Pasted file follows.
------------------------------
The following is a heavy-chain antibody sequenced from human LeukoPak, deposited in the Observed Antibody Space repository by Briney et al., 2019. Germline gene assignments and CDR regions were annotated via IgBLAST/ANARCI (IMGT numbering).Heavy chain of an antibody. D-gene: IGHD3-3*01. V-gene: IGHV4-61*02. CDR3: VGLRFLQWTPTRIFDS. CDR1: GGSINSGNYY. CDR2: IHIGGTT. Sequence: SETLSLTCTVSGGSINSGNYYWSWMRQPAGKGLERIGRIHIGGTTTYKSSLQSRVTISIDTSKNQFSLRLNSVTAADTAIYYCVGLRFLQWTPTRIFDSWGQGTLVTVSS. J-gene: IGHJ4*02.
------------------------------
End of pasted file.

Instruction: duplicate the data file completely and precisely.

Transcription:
The following is a heavy-chain antibody sequenced from human LeukoPak, deposited in the Observed Antibody Space repository by Briney et al., 2019. Germline gene assignments and CDR regions were annotated via IgBLAST/ANARCI (IMGT numbering).Heavy chain of an antibody. D-gene: IGHD3-3*01. V-gene: IGHV4-61*02. CDR3: VGLRFLQWTPTRIFDS. CDR1: GGSINSGNYY. CDR2: IHIGGTT. Sequence: SETLSLTCTVSGGSINSGNYYWSWMRQPAGKGLERIGRIHIGGTTTYKSSLQSRVTISIDTSKNQFSLRLNSVTAADTAIYYCVGLRFLQWTPTRIFDSWGQGTLVTVSS. J-gene: IGHJ4*02.